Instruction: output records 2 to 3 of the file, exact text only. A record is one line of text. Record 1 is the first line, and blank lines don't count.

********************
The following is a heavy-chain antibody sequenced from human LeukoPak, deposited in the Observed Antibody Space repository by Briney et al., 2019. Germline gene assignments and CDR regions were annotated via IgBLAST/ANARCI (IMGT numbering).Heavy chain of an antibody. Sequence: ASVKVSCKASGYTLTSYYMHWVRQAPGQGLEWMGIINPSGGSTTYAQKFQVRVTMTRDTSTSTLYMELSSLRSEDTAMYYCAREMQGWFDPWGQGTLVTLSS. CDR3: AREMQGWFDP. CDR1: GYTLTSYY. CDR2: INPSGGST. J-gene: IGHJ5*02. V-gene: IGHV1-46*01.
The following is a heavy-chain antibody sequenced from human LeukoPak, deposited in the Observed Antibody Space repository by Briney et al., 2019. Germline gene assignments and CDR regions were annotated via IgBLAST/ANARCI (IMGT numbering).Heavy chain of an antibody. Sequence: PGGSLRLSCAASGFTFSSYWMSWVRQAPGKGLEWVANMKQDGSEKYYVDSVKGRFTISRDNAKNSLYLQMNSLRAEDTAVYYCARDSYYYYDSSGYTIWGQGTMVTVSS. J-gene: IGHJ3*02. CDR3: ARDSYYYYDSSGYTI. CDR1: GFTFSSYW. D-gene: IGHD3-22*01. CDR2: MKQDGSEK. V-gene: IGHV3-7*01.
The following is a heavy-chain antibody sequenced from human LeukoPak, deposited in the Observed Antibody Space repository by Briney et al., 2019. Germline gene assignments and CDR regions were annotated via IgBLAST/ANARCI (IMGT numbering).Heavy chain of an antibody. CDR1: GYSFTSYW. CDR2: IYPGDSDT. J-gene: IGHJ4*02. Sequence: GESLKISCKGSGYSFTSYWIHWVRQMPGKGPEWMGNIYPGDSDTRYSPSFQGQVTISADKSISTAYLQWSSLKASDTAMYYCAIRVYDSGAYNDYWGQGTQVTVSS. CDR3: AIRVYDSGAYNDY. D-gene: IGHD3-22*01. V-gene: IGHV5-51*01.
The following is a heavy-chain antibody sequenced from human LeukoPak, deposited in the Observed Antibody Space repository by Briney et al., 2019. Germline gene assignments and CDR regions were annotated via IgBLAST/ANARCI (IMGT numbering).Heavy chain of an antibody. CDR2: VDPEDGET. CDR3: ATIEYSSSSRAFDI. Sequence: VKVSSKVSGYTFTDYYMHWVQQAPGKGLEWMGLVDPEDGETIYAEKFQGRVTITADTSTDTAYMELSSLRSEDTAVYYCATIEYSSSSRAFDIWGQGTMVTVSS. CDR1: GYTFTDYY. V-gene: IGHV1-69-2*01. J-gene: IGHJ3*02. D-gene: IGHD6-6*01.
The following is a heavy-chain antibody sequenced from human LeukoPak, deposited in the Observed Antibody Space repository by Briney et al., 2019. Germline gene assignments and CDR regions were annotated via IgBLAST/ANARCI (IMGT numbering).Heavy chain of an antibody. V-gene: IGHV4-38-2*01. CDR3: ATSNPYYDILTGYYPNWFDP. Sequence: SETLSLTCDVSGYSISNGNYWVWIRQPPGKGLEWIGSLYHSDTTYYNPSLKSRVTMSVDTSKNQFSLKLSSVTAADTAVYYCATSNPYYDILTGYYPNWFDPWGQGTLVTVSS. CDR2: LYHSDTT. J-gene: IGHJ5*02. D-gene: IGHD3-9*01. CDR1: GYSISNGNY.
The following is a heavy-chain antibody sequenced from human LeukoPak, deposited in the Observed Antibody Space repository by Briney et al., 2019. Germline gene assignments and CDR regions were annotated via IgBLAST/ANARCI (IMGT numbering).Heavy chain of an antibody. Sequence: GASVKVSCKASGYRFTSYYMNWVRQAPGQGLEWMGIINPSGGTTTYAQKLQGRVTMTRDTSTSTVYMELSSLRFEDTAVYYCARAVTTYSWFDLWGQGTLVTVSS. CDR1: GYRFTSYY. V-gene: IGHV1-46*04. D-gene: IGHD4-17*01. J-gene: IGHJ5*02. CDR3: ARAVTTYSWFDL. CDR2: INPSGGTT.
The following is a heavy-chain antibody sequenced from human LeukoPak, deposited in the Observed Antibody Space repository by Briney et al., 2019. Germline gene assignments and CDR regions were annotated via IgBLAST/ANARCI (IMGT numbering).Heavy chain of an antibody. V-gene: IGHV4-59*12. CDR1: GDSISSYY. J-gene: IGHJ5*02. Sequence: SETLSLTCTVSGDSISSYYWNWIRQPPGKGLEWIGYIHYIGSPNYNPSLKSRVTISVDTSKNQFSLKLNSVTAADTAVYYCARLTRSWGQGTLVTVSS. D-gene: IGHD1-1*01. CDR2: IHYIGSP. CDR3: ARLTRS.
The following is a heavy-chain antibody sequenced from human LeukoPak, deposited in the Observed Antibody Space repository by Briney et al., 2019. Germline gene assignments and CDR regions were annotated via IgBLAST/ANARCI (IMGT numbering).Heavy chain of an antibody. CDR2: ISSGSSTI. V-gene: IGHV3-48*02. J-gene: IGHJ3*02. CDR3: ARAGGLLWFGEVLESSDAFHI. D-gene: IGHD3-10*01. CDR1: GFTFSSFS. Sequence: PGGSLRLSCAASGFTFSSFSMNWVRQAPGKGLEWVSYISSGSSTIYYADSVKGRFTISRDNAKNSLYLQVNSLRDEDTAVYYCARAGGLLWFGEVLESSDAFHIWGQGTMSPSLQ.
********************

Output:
The following is a heavy-chain antibody sequenced from human LeukoPak, deposited in the Observed Antibody Space repository by Briney et al., 2019. Germline gene assignments and CDR regions were annotated via IgBLAST/ANARCI (IMGT numbering).Heavy chain of an antibody. Sequence: PGGSLRLSCAASGFTFSSYWMSWVRQAPGKGLEWVANMKQDGSEKYYVDSVKGRFTISRDNAKNSLYLQMNSLRAEDTAVYYCARDSYYYYDSSGYTIWGQGTMVTVSS. J-gene: IGHJ3*02. CDR3: ARDSYYYYDSSGYTI. CDR1: GFTFSSYW. D-gene: IGHD3-22*01. CDR2: MKQDGSEK. V-gene: IGHV3-7*01.
The following is a heavy-chain antibody sequenced from human LeukoPak, deposited in the Observed Antibody Space repository by Briney et al., 2019. Germline gene assignments and CDR regions were annotated via IgBLAST/ANARCI (IMGT numbering).Heavy chain of an antibody. CDR1: GYSFTSYW. CDR2: IYPGDSDT. J-gene: IGHJ4*02. Sequence: GESLKISCKGSGYSFTSYWIHWVRQMPGKGPEWMGNIYPGDSDTRYSPSFQGQVTISADKSISTAYLQWSSLKASDTAMYYCAIRVYDSGAYNDYWGQGTQVTVSS. CDR3: AIRVYDSGAYNDY. D-gene: IGHD3-22*01. V-gene: IGHV5-51*01.